Sen. Stanley: And you know, it really it comes down to this: the government is picking winners and losers. And you can’t do that.
That’s not American, their job. It’s not what a free democracy in a free market system and enterprise is all about. And it flies in the face. And it shows it flies in the face of what’s right and just but it demonstrates that government is trying to more and more as government grows, it tries to control what we do, what we say and how we say it or how we do it. And quite frankly, if we don’t stand up and fight like Hermie is fighting right now, who’s going to do it? No one else has stepped forward.
Hermie: Bill is a perfect example. He just said he isn’t in favor of gambling.
Announcer: That means you can respect him. He’s willing to put his personal beliefs aside for what’s right.
Hermie: I’ve tried to explain to people because a lot of people come up to me on the street talking about it. And they think the issue is simply skill games. The subject is skill games, but the issue is government overreach.
Because if we sit back and let them do this to us on this issue, what’s next? What can they next come down and dictate who can do what and sell what and not have what?
Announcer: You just want to coexist.
Sen. Stanley: Well, and when you cede power and authority to the government, you never get it back? And I think it was Benjamin Franklin said, a man who trades his freedom for security gets neither and deserves not.
Thomas Jefferson said vigilance is the eternal price of liberty. And that’s what this fight is all about. And because it’s not just for Hermie, it’s for every small business, because it’s not just about skill games, what are they going to do next?
And Hermie just hit it right on the head. This is government overreach. But they start now and once they see that they can reach this far they’re going to reach farther and farther and farther.
Oh, they won’t give up. Give them an inch and they will take a mile.
Look, government has an insatiable appetite. And that insatiable appetite is control over you, your wallet, your family, we see it with what’s going on our school systems right now, with teaching CRT, critical race theory.
We’re seeing it even in the governor’s race where Glenn Youngkin is running against Terry McAuliffe.
Terry McAuliffe in a debate said, parents should have no say in what the schools teach their children.
I mean, if that’s not government overreach, I don’t know what it is. But in taking it back to this level right now, if we don’t do this now, if not now, then when, and if we don’t do it, then who and so I’m proud to stand with Hermie.
That’s why tonight’s race is called the “Stanley Law Group Stands With Small Business 99”.
We’ve got a lot of convenience store owners, operators coming out here who have suffered with this skill game ban, we’re going to treat them right, and we’re going to show them a great race.
And that’s why they’re coming out to see Hermie because Hermie is just like them.
He is them. And I just think it’s going to be a wonderful time.
But it sends a strong message. And that message needs to be sent.
Announcer: And we’re here to help you promote that message. We want to continue to promote that message, whether it be from you, or local farmers or local restaurant owners. That’s why this has been a good day. This has been a good podcast, this has been something that has been needed. And we really hope everybody’s enjoyed us.
I know we’re kind of pressed for time we got to get out of here. But I have just one more question for you do before we get out of here and you make it quick.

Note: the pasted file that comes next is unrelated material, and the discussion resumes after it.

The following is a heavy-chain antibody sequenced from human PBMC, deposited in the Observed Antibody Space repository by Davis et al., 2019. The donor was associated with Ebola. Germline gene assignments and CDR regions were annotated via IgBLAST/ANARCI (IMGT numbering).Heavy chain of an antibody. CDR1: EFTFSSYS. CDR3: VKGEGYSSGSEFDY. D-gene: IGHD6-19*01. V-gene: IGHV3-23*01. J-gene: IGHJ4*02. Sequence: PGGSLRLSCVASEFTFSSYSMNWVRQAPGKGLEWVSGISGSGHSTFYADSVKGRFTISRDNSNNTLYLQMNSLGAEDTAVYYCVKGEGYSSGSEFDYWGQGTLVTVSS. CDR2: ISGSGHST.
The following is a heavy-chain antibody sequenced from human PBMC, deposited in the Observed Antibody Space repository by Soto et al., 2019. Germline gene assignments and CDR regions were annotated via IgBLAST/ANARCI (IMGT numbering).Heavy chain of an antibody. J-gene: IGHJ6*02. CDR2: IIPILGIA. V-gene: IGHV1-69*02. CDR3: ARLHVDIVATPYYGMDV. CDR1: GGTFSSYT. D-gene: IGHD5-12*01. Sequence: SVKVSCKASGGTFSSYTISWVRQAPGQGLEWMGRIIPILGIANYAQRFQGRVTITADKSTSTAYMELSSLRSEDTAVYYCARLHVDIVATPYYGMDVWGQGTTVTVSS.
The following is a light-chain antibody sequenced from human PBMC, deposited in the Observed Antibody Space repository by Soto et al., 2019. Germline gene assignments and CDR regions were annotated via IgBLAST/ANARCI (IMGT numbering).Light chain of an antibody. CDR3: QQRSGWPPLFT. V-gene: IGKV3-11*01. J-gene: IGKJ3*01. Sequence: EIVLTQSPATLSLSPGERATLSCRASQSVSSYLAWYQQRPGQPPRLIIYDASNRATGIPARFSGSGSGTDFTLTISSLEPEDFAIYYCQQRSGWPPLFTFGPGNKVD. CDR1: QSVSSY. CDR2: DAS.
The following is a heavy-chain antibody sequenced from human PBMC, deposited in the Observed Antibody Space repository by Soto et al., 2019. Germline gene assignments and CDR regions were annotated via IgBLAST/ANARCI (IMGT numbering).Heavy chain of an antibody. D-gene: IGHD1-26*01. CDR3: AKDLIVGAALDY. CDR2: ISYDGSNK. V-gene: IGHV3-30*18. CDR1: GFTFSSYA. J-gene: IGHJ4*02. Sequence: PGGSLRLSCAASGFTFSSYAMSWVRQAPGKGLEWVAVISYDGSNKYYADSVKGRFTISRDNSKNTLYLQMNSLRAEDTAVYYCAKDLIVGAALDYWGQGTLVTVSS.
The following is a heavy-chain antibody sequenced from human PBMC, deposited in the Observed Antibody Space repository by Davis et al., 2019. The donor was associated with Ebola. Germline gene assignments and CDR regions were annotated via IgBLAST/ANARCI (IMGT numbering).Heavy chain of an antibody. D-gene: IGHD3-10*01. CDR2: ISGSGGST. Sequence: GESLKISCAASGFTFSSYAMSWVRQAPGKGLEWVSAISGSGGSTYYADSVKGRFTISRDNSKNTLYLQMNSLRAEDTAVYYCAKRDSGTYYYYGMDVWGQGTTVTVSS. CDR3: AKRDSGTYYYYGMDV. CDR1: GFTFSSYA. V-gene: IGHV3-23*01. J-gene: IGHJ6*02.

Hermie, you said you haven’t driven for two or three years, I’m wondering what it was that it decided to make you jump back in the car when he hits you up?
Hermie: I went and visited Senator Stanley at an event he was having up in Stuart, Virginia. We had a conversation that night.
I’m a lifelong Virgnian and I’ve represented Virginia tourism in my racing career, and the Virginia lottery, I never thought the Commonwealth of Virginia would do something like this to us and other small business operators.
So I was always hopeful that they would not let that happen. But once the law was passed then we decided mutually to have this conversation.
We had to join forces. So we’ve joined forces — him on the legal side and me on the business side to do this.
He said he was going to sponsor this race and we are going to have a lot of small businesses around the area, we want to help Chris create some excitement around this race. And while we’re at it, I think I want you to be in the race, I want you to drive a car.
It’s part of our overall message and part of our overall what we’re trying to accomplish — which is to stand up for small businesses all across the Commonwealth of Virginia against what we think is unfair and an unconstitutional law.
And we think it’s wrong, and we’re gonna do as much as we can and let as many people know about it as we possibly can.
Sen. Stanley: This is this is a hill, I’m willing to die on. Well, in everybody listening, and you guys just call your legislators you’ve already talked to yours.
And let them know because you know, this is going to come up again in January We’re going to fight the lawsuit, we’re also going to try to fight and find a legislative fix for it.
But you got to, you know, we got to stand up and let our voices be heard. Because otherwise they think their voice is the only voice or the right voice. And they need to understand that, that if they’re doing stuff as an elected official that you don’t like, you have the power of impeachment, which is called your vote every time they come up for reelection, and they need to know that.
It is government that serves the people not the other way around. But government forgets that and so we need to get that strong voice. I’ve had enough. I’m an elected official and I’ve had enough and so when the grassroots get involved, then they listen and that’s what we need to have happen especially with this and other issues.
Because the government is being unfair to people and to businesses, and it’s got to stop.